Is Google stuck in a rut? The search giant's stock is down 21 percent since January and efforts to diversify its revenues have been less than satisfying. In an exhaustive article, Fortunes' Michael Copeland and Seth Weintraub argue that Google's "search party is over." As people begin to rely on social networking to guide them through the Web, keyword searches no longer rule the roost, they argue. Can Google keep up in this brave new world? Technology observers discuss:

Say you want to buy running shoes to train for a marathon. Five years ago you would have simply Googled it, looked at the list of results, weighed your options, and made the purchase, perhaps by clicking on one of the sponsored links that accompanied your search. Today you might still do that, but increasingly you might pose the question "What running shoes should I buy?" to your friends on Facebook, or maybe write "Who knows about training for marathons?" on Twitter. By the time shopping service Groupon sends you (and 25 of your friends) an offer for the perfect shoes and registration for a race, you'll probably just pounce on it.

  • Google Doesn't Know How to Connect People, says Tom Coates in the Fortune article: "Google is very good at building these utility-type products -- search, e-mail, and messaging. They are sort of like the power company of the Internet. But what they lack is a sense of how people share and collaborate."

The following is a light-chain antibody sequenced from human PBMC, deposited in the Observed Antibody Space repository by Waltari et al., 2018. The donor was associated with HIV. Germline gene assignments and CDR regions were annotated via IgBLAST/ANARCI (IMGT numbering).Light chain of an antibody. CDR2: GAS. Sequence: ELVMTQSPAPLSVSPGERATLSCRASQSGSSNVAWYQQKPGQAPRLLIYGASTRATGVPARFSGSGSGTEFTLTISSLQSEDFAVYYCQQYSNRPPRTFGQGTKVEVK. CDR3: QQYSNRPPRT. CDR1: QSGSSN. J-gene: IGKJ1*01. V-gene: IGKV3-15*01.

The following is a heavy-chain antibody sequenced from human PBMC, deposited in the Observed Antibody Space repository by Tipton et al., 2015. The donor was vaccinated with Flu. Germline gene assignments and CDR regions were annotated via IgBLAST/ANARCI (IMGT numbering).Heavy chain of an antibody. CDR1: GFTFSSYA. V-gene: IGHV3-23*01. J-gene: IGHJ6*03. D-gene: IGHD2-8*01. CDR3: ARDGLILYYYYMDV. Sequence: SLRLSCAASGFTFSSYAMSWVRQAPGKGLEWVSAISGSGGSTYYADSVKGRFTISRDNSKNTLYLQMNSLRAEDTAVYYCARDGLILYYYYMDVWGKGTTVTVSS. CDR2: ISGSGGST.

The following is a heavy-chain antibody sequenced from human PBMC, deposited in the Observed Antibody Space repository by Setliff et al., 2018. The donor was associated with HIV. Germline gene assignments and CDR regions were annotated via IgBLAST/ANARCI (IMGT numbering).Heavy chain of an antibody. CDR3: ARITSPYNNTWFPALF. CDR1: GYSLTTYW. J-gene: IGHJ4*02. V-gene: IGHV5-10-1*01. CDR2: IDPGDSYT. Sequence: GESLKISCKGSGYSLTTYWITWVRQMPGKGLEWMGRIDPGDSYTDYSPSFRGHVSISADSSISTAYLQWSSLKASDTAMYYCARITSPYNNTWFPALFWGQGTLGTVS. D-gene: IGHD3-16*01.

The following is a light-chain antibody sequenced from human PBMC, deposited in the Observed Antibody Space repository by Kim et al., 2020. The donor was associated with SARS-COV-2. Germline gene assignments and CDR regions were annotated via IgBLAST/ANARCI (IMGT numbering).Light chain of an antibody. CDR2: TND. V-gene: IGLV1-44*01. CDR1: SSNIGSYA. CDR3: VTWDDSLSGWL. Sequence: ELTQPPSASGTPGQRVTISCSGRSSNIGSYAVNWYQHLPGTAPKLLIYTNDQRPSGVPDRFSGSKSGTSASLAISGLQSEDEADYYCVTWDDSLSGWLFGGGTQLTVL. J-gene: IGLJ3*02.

• The Social Networking Threat Is Overblown, writes Internet entrepreneur Patricia Handschiegel: "Let’s not forget how giant MySpace had been. The media seems to have forgotten how it fawned and toted over MySpace, certain it’d never die, but that doesn’t change that it did — and it could happen to Facebook just the same. Google’s not in that position, and won’t likely be. In fact, Google’s so far away from any company in the space in terms of truly capitalizing on what’s ahead, the media should be looking at that with concern. When all is said and done, you can be sure you should be."

  • This Fortune Story Is Bogus, writes Patricio Robles at Econsultancy: "At the end of the day, the risk for Google is not that it won't develop the next big thing. Sure, it can't stop evolving and trying to innovate. But there's far more risk in Google losing sight of its core business and trying to become the next Facebook than there is in Google continuing to deliver the best possible search experience. That's why Google should ignore tech pundits, analysts and journalists who suggest that the company needs to fix something that isn't broken. Google is a search company, and anybody who says that the company's party is over when it's generating billions in profit every quarter clearly doesn't have good taste in parties."